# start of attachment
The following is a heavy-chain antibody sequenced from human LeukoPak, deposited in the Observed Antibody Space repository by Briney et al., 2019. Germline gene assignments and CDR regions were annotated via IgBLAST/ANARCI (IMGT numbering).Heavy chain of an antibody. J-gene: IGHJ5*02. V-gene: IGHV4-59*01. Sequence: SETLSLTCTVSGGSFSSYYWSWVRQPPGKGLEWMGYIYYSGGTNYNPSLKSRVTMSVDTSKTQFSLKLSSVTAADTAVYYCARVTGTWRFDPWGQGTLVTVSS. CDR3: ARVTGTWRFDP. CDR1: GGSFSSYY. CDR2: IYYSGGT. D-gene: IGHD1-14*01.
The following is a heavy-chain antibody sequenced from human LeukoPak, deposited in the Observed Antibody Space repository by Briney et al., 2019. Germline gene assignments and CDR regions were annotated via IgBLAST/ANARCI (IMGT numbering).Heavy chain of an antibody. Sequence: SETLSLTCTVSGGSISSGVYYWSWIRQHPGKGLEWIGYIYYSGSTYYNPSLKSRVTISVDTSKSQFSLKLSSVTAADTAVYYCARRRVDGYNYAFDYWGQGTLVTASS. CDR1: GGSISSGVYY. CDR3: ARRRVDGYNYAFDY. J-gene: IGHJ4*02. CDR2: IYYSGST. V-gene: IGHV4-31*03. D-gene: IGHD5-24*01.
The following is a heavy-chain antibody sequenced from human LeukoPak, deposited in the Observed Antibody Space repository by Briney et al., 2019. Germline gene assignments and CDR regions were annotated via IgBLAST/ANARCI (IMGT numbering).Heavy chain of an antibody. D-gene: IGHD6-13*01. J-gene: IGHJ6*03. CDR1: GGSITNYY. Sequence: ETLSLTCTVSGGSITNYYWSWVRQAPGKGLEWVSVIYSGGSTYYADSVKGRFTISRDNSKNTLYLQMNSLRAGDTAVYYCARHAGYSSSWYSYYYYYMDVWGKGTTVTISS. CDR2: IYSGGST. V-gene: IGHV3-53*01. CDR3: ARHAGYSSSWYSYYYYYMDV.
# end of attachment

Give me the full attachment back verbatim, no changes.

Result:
The following is a heavy-chain antibody sequenced from human LeukoPak, deposited in the Observed Antibody Space repository by Briney et al., 2019. Germline gene assignments and CDR regions were annotated via IgBLAST/ANARCI (IMGT numbering).Heavy chain of an antibody. J-gene: IGHJ5*02. V-gene: IGHV4-59*01. Sequence: SETLSLTCTVSGGSFSSYYWSWVRQPPGKGLEWMGYIYYSGGTNYNPSLKSRVTMSVDTSKTQFSLKLSSVTAADTAVYYCARVTGTWRFDPWGQGTLVTVSS. CDR3: ARVTGTWRFDP. CDR1: GGSFSSYY. CDR2: IYYSGGT. D-gene: IGHD1-14*01.
The following is a heavy-chain antibody sequenced from human LeukoPak, deposited in the Observed Antibody Space repository by Briney et al., 2019. Germline gene assignments and CDR regions were annotated via IgBLAST/ANARCI (IMGT numbering).Heavy chain of an antibody. Sequence: SETLSLTCTVSGGSISSGVYYWSWIRQHPGKGLEWIGYIYYSGSTYYNPSLKSRVTISVDTSKSQFSLKLSSVTAADTAVYYCARRRVDGYNYAFDYWGQGTLVTASS. CDR1: GGSISSGVYY. CDR3: ARRRVDGYNYAFDY. J-gene: IGHJ4*02. CDR2: IYYSGST. V-gene: IGHV4-31*03. D-gene: IGHD5-24*01.
The following is a heavy-chain antibody sequenced from human LeukoPak, deposited in the Observed Antibody Space repository by Briney et al., 2019. Germline gene assignments and CDR regions were annotated via IgBLAST/ANARCI (IMGT numbering).Heavy chain of an antibody. D-gene: IGHD6-13*01. J-gene: IGHJ6*03. CDR1: GGSITNYY. Sequence: ETLSLTCTVSGGSITNYYWSWVRQAPGKGLEWVSVIYSGGSTYYADSVKGRFTISRDNSKNTLYLQMNSLRAGDTAVYYCARHAGYSSSWYSYYYYYMDVWGKGTTVTISS. CDR2: IYSGGST. V-gene: IGHV3-53*01. CDR3: ARHAGYSSSWYSYYYYYMDV.